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Thursday, November 17, 2011

VOCAL PLACEMENT: The False Paradigm of "Singing in the Mask" PART I

I am writing about this topic in a series as there is so much to cover. This is the first article:

One of the *WORST* concepts ever to be used in singing is the concept of THE MASK otherwise known as VOCAL PLACEMENT. More destruction has been leveled on the singing world as a whole by these concepts than almost anything else. The idea of singing "in the mask" is that you control your voice by placing the sound in any number of places in your face, forehead, nose etc. That area is deemed the "mask" area. It is essential for singers, as well as singing teachers, to understand exactly what problems these concepts have caused, what they were trying to achieve, and how we can get better results if we understand their limitations.

The idea of "singing in the mask," and thus "vocal placement" was first used by Jean de Reszke. Jean de Reszke was a French tenor who lived from 1850 - 1925. When his voice declined he retired from performing and became a singing teacher. De Reszke came up with the phrase "singing in the mask" as a way to describe what he felt when he was singing well. He thought he could get his students to sing well by having them try to feel what he felt. What is clear is that all singers experience certain sensations when singing; and they also have a proprioceptive or kinesthetic awareness of the sound they are producing as well as how they are producing it. Some singers are better at this than others. That is usually a question of talent.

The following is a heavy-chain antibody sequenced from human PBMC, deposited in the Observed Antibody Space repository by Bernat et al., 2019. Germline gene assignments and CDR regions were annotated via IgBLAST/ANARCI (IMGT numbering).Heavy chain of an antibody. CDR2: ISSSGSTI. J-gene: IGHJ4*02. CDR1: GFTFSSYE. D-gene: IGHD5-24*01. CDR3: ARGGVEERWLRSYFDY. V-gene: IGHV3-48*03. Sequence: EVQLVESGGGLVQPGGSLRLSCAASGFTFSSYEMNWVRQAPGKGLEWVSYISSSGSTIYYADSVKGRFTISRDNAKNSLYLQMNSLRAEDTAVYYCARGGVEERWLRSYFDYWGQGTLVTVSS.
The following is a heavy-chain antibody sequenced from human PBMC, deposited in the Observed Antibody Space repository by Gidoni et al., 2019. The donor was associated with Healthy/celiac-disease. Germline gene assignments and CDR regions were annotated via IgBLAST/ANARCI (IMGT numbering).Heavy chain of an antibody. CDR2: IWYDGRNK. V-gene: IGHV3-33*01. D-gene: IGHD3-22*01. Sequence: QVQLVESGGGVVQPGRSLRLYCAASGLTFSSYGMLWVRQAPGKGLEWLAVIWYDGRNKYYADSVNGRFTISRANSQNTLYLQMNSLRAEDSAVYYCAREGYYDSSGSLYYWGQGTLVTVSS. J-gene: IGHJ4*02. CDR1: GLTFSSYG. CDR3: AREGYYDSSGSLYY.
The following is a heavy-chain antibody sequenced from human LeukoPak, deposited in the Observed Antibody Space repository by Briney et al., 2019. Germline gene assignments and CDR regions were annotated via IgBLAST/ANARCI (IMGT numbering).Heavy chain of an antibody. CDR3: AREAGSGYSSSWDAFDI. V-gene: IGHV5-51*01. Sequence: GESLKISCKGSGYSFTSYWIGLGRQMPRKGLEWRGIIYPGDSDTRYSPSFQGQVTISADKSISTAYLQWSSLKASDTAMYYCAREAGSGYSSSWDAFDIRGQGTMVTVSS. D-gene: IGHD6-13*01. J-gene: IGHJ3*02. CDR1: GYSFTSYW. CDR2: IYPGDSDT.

What is also clear is that an individual's experiences of sensations are very subjective. While they may experience similar "feelings" or sensations, they also will have many different feelings or different interpretations of those feelings. That makes the concept of "sensations" or "placement" very difficult to teach. If you think about it, we are all shaped differently. And the "sensations" a singer feels is due to the vocal folds making a sound that is then resonated in the singer's resonating cavities. The biggest resonator is the pharyngeal cavity which accounts for about 95%+ of total vocal resonance. Funnily enough the pharyngeal cavity is not "forward" or anywhere near the "mask" area even though it is the biggest resonator of the voice. There is also some mouth resonance as well as tracheal resonance. So the resonators cause the singer to feel sympathetic vibrations in different areas of their body - mainly in the facial area. However, everyone is shaped a bit differently so their experiences of vibration intensity in specific areas will differ. Also, some people are naturally more sensitive to certain vibrations. So to try and teach a singer to sing well by feeling sympathetic vibrations which are completely subjective is a shot in the dark. There are too many variables and things that can be misunderstood.

Furthermore, sensations are of no use if the sound isn't "correct". A singer could be feeling the exact sensations a teacher wants them to feel, but if the sound is wrong then there is no value to it. Instead, the sound should be right first, and then the sensations the singer feels are valid; and they are their sensations and feelings alone.

Moreover, there were many generations of fantastic singers before Jean de Reszke, during his life as a singer/teacher, as well as after he died that never used this phrase or idea of vocal placement. In fact, some of the greatest vocal pedagogues in history never used this idea at all, but they were definite about vocal registration; i.e., chest voice and falsetto/headvoice. Mancini writes about it clearly saying, ""The voice in its natural state is ordinarily divided into two registers, one of which is called the chest, the other the head or falsetto. I am speaking only of the voice in general divided into two registers, as commonly happens."